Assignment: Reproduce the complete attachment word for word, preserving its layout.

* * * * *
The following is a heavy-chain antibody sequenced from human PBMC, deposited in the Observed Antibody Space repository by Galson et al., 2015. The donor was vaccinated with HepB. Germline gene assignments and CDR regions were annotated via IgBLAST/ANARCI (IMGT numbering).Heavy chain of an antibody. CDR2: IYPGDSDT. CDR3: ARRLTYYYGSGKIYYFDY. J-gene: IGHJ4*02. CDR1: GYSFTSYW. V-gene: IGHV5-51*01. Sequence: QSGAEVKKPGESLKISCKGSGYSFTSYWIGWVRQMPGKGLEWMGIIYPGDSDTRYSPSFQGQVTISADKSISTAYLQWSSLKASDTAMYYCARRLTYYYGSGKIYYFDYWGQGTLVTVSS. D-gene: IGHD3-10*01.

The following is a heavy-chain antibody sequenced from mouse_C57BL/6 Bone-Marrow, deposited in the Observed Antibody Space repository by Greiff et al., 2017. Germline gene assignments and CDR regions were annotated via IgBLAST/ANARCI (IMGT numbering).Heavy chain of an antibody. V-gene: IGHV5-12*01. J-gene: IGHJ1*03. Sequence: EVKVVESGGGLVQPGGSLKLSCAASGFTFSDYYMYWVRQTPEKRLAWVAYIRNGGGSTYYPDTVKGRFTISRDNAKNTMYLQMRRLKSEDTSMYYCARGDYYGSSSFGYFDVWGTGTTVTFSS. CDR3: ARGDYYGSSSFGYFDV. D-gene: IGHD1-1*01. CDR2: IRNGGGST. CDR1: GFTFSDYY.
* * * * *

The following is a heavy-chain antibody sequenced from human PBMC, deposited in the Observed Antibody Space repository by Galson et al., 2015. The donor was vaccinated with HepB. Germline gene assignments and CDR regions were annotated via IgBLAST/ANARCI (IMGT numbering).Heavy chain of an antibody. CDR2: IYPGDSDT. CDR3: ARRLTYYYGSGKIYYFDY. J-gene: IGHJ4*02. CDR1: GYSFTSYW. V-gene: IGHV5-51*01. Sequence: QSGAEVKKPGESLKISCKGSGYSFTSYWIGWVRQMPGKGLEWMGIIYPGDSDTRYSPSFQGQVTISADKSISTAYLQWSSLKASDTAMYYCARRLTYYYGSGKIYYFDYWGQGTLVTVSS. D-gene: IGHD3-10*01.

The following is a heavy-chain antibody sequenced from mouse_C57BL/6 Bone-Marrow, deposited in the Observed Antibody Space repository by Greiff et al., 2017. Germline gene assignments and CDR regions were annotated via IgBLAST/ANARCI (IMGT numbering).Heavy chain of an antibody. V-gene: IGHV5-12*01. J-gene: IGHJ1*03. Sequence: EVKVVESGGGLVQPGGSLKLSCAASGFTFSDYYMYWVRQTPEKRLAWVAYIRNGGGSTYYPDTVKGRFTISRDNAKNTMYLQMRRLKSEDTSMYYCARGDYYGSSSFGYFDVWGTGTTVTFSS. CDR3: ARGDYYGSSSFGYFDV. D-gene: IGHD1-1*01. CDR2: IRNGGGST. CDR1: GFTFSDYY.